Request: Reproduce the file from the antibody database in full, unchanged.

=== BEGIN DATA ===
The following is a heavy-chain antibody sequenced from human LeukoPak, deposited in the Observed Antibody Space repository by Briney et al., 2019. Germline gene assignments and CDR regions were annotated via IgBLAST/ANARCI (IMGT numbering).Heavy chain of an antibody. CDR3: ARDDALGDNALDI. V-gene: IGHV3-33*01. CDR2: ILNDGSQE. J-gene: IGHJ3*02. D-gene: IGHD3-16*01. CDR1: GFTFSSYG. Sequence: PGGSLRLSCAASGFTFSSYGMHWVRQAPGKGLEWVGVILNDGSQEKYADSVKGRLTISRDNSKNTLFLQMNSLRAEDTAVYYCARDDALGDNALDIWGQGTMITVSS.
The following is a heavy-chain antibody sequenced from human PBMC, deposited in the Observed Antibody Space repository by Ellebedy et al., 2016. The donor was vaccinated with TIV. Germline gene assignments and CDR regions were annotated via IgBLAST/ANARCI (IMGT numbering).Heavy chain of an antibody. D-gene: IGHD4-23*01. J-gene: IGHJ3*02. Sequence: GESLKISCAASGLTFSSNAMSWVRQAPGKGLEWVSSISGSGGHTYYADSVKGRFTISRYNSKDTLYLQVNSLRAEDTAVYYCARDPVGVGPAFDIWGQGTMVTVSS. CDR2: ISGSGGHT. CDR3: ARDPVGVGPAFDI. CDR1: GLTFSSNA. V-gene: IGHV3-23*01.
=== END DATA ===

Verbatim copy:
The following is a heavy-chain antibody sequenced from human LeukoPak, deposited in the Observed Antibody Space repository by Briney et al., 2019. Germline gene assignments and CDR regions were annotated via IgBLAST/ANARCI (IMGT numbering).Heavy chain of an antibody. CDR3: ARDDALGDNALDI. V-gene: IGHV3-33*01. CDR2: ILNDGSQE. J-gene: IGHJ3*02. D-gene: IGHD3-16*01. CDR1: GFTFSSYG. Sequence: PGGSLRLSCAASGFTFSSYGMHWVRQAPGKGLEWVGVILNDGSQEKYADSVKGRLTISRDNSKNTLFLQMNSLRAEDTAVYYCARDDALGDNALDIWGQGTMITVSS.
The following is a heavy-chain antibody sequenced from human PBMC, deposited in the Observed Antibody Space repository by Ellebedy et al., 2016. The donor was vaccinated with TIV. Germline gene assignments and CDR regions were annotated via IgBLAST/ANARCI (IMGT numbering).Heavy chain of an antibody. D-gene: IGHD4-23*01. J-gene: IGHJ3*02. Sequence: GESLKISCAASGLTFSSNAMSWVRQAPGKGLEWVSSISGSGGHTYYADSVKGRFTISRYNSKDTLYLQVNSLRAEDTAVYYCARDPVGVGPAFDIWGQGTMVTVSS. CDR2: ISGSGGHT. CDR3: ARDPVGVGPAFDI. CDR1: GLTFSSNA. V-gene: IGHV3-23*01.